How is it possible that there are so many adverse health impacts in the test animals, if, as Monsanto claims, “the enzyme, EPSP synthase, is not present in humans or animals”?

The reason is simple. Roundup attacks other enzyme systems, which are indeed present in the animal kingdom.

We owe this knowledge to a group of scientists from Argentina who became concerned about human birth defects in areas of their country where Roundup was being sprayed from airplanes as part of genetically modified (GM) soy production. They decided to do laboratory research to explore whether Roundup would produce similar developmental abnormalities in test animals. Experimenting with frog and chicken embryos, they found that those embryos exposed to the herbicide developedsignificant malformations, including neural defects and craniofacial malformations similar to the birth defects seen in humans.

Not only did this group of scientists demonstrate that Roundup causes birth defects in the animals tested, but they also were able to demonstrate how Roundup caused the fetal abnormalities. The herbicide increased the activity of the Vitamin A (retinoic acid) “signaling pathway.” It’s called a signaling pathway because it turns genes on and off. Roundup causes an abnormal increase in activity of this pathway, which turns off certain genes. Unfortunately, those very genes are needed for normal embryological development. When the Roundup turns off those genes, birth defects result.

This signaling pathway is shared by virtually all vertebrates, including amphibians, birds and mammals. Thus, it seems quite likely that the birth defects seen in frogs, chickens, rats, rabbits and humans all occur because Roundup attacks this pathway. It also seems likely that if we continue to allow glyphosate to accumulate in the environment, we can expect vertebrates of many types to suffer increasing rates of birth defects. This, of course, includes humans.

Roundup and Birth Defects: the Story From Latin America

The Argentinian researchers were motivated by humanitarian concerns. They were aware of the many worrisome reports of increases in birth defects in Argentina and in other parts of Latin America attributed to aerial glyphosate spraying.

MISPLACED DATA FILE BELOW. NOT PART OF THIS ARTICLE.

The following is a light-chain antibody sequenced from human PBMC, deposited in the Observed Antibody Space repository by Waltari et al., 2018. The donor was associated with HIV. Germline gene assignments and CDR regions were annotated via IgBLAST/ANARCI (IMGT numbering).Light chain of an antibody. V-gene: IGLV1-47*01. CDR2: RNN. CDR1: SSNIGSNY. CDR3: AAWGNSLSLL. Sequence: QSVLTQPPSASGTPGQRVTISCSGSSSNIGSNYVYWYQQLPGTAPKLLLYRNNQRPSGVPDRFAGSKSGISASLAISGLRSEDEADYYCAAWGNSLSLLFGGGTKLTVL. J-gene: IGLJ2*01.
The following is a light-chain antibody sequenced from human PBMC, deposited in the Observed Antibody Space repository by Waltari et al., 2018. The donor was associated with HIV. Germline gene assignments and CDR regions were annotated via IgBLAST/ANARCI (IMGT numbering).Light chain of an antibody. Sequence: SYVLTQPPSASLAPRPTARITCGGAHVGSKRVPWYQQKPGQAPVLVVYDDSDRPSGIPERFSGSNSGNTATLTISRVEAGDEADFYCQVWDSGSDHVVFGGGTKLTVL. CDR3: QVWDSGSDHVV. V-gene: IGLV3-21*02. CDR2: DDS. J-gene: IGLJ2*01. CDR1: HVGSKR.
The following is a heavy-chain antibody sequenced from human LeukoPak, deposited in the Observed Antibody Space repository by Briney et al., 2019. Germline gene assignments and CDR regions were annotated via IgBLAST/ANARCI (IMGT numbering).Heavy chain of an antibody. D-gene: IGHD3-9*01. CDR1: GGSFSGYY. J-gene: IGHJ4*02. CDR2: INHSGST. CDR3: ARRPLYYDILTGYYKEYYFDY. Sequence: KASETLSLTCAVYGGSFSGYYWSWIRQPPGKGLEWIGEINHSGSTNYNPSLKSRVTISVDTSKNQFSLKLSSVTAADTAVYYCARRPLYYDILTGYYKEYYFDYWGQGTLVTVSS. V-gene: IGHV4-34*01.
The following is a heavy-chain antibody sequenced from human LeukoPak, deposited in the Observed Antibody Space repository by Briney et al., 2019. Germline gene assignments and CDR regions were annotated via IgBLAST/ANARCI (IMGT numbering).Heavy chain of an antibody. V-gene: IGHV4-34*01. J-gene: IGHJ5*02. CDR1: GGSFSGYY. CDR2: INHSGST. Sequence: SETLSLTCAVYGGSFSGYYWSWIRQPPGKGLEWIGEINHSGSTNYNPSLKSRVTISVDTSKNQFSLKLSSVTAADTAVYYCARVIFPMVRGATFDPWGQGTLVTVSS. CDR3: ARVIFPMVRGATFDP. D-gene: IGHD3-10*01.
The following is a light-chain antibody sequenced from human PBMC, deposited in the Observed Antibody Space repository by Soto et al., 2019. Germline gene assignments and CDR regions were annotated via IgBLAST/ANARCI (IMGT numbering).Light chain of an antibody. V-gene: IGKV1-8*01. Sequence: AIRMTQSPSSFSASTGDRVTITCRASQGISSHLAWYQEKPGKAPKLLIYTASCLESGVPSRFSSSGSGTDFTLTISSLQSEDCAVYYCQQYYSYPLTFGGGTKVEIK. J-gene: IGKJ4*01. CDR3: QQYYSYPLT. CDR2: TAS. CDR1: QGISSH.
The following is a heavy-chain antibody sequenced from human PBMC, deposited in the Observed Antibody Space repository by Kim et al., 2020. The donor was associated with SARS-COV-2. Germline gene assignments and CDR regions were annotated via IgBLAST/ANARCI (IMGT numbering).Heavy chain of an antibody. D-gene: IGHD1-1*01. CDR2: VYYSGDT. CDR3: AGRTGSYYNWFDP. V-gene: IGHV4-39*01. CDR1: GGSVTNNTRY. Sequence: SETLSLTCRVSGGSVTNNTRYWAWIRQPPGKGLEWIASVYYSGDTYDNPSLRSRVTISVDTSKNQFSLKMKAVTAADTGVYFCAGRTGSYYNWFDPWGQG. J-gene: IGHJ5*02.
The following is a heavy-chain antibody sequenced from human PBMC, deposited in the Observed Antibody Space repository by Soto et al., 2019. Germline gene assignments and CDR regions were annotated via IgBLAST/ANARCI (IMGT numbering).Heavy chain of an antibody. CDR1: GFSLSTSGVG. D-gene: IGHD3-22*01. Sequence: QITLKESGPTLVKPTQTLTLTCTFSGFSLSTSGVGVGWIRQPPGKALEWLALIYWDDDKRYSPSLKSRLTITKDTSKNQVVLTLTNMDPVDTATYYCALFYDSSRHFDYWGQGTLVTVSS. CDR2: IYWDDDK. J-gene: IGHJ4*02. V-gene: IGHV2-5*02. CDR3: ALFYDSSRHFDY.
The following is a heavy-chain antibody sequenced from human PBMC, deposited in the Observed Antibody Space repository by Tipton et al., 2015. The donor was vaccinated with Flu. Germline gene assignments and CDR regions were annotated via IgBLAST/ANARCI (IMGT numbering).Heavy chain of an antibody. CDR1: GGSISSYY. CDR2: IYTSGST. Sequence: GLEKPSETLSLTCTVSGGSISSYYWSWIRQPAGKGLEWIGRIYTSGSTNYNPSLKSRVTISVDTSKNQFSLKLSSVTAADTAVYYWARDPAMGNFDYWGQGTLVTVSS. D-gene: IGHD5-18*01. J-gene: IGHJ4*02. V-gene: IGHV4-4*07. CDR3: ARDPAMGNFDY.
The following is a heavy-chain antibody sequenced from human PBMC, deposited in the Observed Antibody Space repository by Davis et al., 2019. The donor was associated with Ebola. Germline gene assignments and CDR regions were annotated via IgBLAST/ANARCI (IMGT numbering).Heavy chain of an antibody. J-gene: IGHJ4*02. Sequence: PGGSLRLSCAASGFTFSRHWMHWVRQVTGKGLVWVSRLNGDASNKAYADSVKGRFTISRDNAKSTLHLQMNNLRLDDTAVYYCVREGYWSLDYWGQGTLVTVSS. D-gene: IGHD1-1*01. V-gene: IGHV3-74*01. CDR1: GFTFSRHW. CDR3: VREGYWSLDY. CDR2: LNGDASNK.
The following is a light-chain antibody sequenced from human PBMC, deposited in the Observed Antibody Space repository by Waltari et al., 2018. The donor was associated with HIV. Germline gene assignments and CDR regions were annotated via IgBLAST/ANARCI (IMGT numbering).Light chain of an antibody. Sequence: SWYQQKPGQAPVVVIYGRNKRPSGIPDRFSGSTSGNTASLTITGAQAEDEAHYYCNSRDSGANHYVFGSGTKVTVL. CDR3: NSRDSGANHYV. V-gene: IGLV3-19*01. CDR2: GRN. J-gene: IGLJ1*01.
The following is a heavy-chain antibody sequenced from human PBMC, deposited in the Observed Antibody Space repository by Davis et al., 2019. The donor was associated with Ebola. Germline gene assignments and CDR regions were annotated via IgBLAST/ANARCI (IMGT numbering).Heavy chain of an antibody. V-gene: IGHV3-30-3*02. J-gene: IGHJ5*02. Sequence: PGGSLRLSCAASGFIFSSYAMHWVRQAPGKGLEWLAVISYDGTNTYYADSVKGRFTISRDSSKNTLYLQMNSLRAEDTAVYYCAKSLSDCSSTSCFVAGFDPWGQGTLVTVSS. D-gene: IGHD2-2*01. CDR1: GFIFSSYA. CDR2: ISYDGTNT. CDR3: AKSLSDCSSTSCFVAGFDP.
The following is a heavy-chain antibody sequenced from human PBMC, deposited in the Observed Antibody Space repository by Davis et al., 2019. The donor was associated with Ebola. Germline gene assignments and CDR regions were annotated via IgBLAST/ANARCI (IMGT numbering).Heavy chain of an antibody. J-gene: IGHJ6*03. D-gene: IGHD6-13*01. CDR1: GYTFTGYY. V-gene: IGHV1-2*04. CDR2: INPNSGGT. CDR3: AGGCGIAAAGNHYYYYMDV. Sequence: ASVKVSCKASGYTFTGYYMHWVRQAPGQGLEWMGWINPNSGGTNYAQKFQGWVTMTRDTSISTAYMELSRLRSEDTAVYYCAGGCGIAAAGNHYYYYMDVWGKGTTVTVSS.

A frightening example is a study of birth defects in Argentina, which found that Cordoba, an area of intensive planting of GM soy and heavy glyphosate use, had a higher incidence of spina bifida (spinal cord protrusion in the lower back), microtia(abnormal ear), cleft lip and palate, polycystic kidney, postaxial polydactyly (extra fingers or toes) and Down’s Syndrome than other regions. Many of these defects are of the type associated with disturbances in the Vitamin A signaling system.

Chaco, Argentina is also a region of intensive GM soy production and heavy glyphosate use. In the last decade, coincident with expansion of GM soy production,birth defects have increased threefold and cancer rates have increased fourfold. A court in the adjacent province of Santa Fe, a major GM soy-producing region, banned the spraying of glyphosate and other agrochemicals in populated areas because of concerns about “severe damage to the environment and to the health and quality of life of the residents.”

Itapua, Paraguay is another GM soy dominated area. Here, residents have suffered a similar fate. Women exposed to glyphosate during pregnancy have a high incidence of fetal deformities similar to those seen in Argentina. These deformities, once again, can be explained by glyphosate’s ability to interfere with the Vitamin A signaling pathway.

Rounding Up the Science

Glyphosate has been conclusively proven to cause birth defects in frogs, chickens, rats, rabbits, and also in humans. Monsanto’s claim that Roundup is safe because it kills weeds by attacking one specific enzyme system not found in animals is misleading. Monsanto has a very large investment in maintaining this illusion. Half of Monsanto’s revenue comes from the sale of Roundup and Roundup Ready seeds.

Roundup attacks vital enzyme systems found in animals, including in humans. It is now clear that interference by Roundup with one of these enzyme systems, the Vitamin A signaling system, can result in severe birth defects. This system is shared by most vertebrates, making Roundup capable of inducing devastating birth defects in a wide variety of amphibians, birds and mammals, and possibly reptiles and fish as well. Allowing glyphosate to continue to build up in the environment will likely cause increased rates of birth defects in all vertebrates exposed, including humans. Exposure, of course, includes the digestion of exposed plants and animals.

Policy Recommendation

The science is clear. There is only one rational response. No family should have to tolerate the risk of significant birth defects – in the United States, or in any part of the world. Roundup and other glyphosate formulations should be banned. Thus far, the voices of public health advocates in this country have been drowned out by those promoting biotechnology and its profits, regardless of the health consequences. We can’t let this continue. Our health, the health of our children and the health of our environment must come first. It is the responsibility of our governmental institutions to protect humanity, not corporate profit.

It’s long past time for us to heed Rachel Carson’s warning from Silent Spring:

If we are going to live so intimately with these chemicals – eating and drinking them, taking them into the very marrow of our bones – we had better know something about their nature and their power.

Pass this on. Raise your voice.

Rachel Biderman: Agropecuária está se tornando a principal fonte de emissões brasileiras (Carbono Brasil)

02/7/2014 – 10h03

por Maura Campanili, do IPAM